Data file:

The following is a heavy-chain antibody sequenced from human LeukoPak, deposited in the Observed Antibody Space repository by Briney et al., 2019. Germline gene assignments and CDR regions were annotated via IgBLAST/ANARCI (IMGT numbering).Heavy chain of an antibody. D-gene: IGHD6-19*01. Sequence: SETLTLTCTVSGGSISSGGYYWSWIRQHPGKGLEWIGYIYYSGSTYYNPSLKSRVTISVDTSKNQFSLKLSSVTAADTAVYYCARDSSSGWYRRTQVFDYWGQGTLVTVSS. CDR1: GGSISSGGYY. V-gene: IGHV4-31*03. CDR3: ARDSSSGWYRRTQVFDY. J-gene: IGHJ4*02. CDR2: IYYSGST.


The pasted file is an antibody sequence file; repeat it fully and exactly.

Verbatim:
The following is a heavy-chain antibody sequenced from human LeukoPak, deposited in the Observed Antibody Space repository by Briney et al., 2019. Germline gene assignments and CDR regions were annotated via IgBLAST/ANARCI (IMGT numbering).Heavy chain of an antibody. D-gene: IGHD6-19*01. Sequence: SETLTLTCTVSGGSISSGGYYWSWIRQHPGKGLEWIGYIYYSGSTYYNPSLKSRVTISVDTSKNQFSLKLSSVTAADTAVYYCARDSSSGWYRRTQVFDYWGQGTLVTVSS. CDR1: GGSISSGGYY. V-gene: IGHV4-31*03. CDR3: ARDSSSGWYRRTQVFDY. J-gene: IGHJ4*02. CDR2: IYYSGST.